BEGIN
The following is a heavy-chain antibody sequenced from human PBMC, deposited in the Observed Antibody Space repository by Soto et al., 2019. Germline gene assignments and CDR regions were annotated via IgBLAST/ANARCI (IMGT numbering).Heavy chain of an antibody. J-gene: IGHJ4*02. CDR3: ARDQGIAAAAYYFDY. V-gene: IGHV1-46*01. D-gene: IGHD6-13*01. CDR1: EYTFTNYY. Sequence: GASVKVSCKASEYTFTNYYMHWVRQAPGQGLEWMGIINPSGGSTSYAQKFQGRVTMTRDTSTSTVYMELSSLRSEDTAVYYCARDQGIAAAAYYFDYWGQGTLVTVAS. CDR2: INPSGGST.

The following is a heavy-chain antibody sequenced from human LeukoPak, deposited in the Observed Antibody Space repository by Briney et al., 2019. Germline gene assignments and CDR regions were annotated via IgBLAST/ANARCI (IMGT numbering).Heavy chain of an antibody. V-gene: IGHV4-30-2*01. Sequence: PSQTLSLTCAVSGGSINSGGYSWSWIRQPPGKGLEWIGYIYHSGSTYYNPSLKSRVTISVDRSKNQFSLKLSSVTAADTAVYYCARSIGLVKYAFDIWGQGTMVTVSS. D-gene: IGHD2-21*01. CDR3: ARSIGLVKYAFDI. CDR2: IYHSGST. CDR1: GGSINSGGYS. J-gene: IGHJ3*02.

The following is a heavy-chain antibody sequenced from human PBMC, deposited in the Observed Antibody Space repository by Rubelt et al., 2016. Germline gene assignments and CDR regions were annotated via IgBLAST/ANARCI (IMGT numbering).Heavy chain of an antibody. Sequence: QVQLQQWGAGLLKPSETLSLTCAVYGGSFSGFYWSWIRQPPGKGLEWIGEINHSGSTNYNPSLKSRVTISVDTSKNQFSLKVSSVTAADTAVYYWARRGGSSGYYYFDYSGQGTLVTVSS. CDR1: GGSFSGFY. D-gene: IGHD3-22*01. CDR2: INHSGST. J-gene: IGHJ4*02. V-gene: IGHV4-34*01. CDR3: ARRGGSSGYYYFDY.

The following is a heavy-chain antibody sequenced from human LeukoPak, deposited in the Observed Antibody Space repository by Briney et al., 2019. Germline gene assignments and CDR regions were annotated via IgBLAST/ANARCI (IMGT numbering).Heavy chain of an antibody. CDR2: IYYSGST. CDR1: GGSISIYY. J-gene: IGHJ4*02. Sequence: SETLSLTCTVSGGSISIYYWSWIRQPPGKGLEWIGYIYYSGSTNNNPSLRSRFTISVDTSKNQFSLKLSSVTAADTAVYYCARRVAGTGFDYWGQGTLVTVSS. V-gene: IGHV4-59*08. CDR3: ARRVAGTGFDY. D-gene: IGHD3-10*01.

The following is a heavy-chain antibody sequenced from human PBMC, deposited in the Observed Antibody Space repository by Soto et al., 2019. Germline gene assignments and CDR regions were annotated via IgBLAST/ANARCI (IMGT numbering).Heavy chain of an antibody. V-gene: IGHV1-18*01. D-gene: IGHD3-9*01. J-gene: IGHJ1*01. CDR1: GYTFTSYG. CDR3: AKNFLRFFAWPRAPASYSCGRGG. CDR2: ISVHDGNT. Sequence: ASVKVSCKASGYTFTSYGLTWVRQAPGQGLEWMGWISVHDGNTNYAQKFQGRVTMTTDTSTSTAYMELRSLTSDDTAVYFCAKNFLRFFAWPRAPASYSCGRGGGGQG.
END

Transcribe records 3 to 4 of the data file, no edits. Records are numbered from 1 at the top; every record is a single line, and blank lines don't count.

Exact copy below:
The following is a heavy-chain antibody sequenced from human PBMC, deposited in the Observed Antibody Space repository by Rubelt et al., 2016. Germline gene assignments and CDR regions were annotated via IgBLAST/ANARCI (IMGT numbering).Heavy chain of an antibody. Sequence: QVQLQQWGAGLLKPSETLSLTCAVYGGSFSGFYWSWIRQPPGKGLEWIGEINHSGSTNYNPSLKSRVTISVDTSKNQFSLKVSSVTAADTAVYYWARRGGSSGYYYFDYSGQGTLVTVSS. CDR1: GGSFSGFY. D-gene: IGHD3-22*01. CDR2: INHSGST. J-gene: IGHJ4*02. V-gene: IGHV4-34*01. CDR3: ARRGGSSGYYYFDY.

The following is a heavy-chain antibody sequenced from human LeukoPak, deposited in the Observed Antibody Space repository by Briney et al., 2019. Germline gene assignments and CDR regions were annotated via IgBLAST/ANARCI (IMGT numbering).Heavy chain of an antibody. CDR2: IYYSGST. CDR1: GGSISIYY. J-gene: IGHJ4*02. Sequence: SETLSLTCTVSGGSISIYYWSWIRQPPGKGLEWIGYIYYSGSTNNNPSLRSRFTISVDTSKNQFSLKLSSVTAADTAVYYCARRVAGTGFDYWGQGTLVTVSS. V-gene: IGHV4-59*08. CDR3: ARRVAGTGFDY. D-gene: IGHD3-10*01.